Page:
Nazis are sent to guard an old, mysterious fortress in a Romanian pass. One of them mistakenly releases an unknown force trapped within the walls. A mysterious stranger senses this from his home in Greece and travels to the keep to vanquish the force. As soldiers are killed, a Jewish man and his daughter (who are both knowledgeable of the keep) are brought in to find out what is happening.
Michael Kenneth Mann (born February 5, 1943) is an American film director, screenwriter, and producer. For his work, he has received nominations from international organizations and juries, including those at the British Academy of Film and Television Arts, Cannes and the Academy of Motion Picture Arts and Sciences. He has produced the Academy Awards ceremony twice, first in 1999 with the 72nd annual Academy Awards and second in 2004 with the 77th annual ceremony.
Mann was born in Chicago of Jewish heritage, the son of grocers Esther and Jack Mann. His father was a Ukraine immigrant and World War II veteran and his mother came from a family native to Chicago. Mann was close to his father and his paternal grandfather. He grew up in the Humboldt Park neighborhood and immersed himself in the burgeoning Chicago blues-music scene as a teenager.
He studied English at the University of Wisconsin-Madison, where he was an active member of the Pi Lambda Phi fraternity, and developed… read more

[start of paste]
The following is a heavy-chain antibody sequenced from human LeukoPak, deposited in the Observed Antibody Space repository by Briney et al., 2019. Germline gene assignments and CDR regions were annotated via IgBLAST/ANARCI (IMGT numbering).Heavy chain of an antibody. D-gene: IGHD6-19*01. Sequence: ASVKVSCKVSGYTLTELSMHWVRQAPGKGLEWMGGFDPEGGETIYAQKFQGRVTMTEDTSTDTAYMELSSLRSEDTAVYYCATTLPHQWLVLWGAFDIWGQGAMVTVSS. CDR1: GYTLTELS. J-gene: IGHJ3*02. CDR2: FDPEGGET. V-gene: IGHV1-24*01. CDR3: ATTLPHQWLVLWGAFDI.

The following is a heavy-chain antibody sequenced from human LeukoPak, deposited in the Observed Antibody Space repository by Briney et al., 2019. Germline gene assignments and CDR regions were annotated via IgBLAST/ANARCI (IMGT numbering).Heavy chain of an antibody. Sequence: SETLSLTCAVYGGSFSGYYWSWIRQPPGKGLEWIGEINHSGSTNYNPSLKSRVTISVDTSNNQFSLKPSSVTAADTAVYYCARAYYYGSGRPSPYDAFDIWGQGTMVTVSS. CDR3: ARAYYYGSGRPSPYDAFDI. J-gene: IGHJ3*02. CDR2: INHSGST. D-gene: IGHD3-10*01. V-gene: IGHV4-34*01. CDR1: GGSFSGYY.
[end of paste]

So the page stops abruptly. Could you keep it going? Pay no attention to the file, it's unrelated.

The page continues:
Okay, maybe it doesn't equal the sum of its parts, and it is pretty scattered and incomprehensible, but it has so many things going for it: Nazis, bearded Romanian men, Ian MacKellen, the Tangerine Dream soundtrack, gothic horror, great cinematography, and general craziness. I loved this movie. Apparently it was supposed to be 180 minutes. I want to see that version. But this is fun as it is.
Given its pedigree, this movie should have been Best Goddamn Thing Ever. But, as it stands, it's a fascinating failure: after having been gutted like a fish by Paramount's execs, the movie ultimately ends up as a visually and aurally seductive shell of a movie: gorgeous to behold (some dated effects notwithstanding), but neutered to the point of constituting only the bare bones of a narrative.
Mann builds up a metaphor for the evil behind the Third Reich, telling us a story about a creature that is a mix of God and Hitler and is locked up in an ancient keep. Yet, it all manages to be so clumsy, so dated and so corny that one finds himself bored in the first half hour. Despite its curious visuals and story, by the end it is difficult to say what was really the intention of the film. In two words: plain bad.
It’s a bit of a muddled mess, but there are still hints of greatness throughout, and it manages to stand as a pretty effective film overall. For all its faults, The Keep boasts a moody, oppressive… read review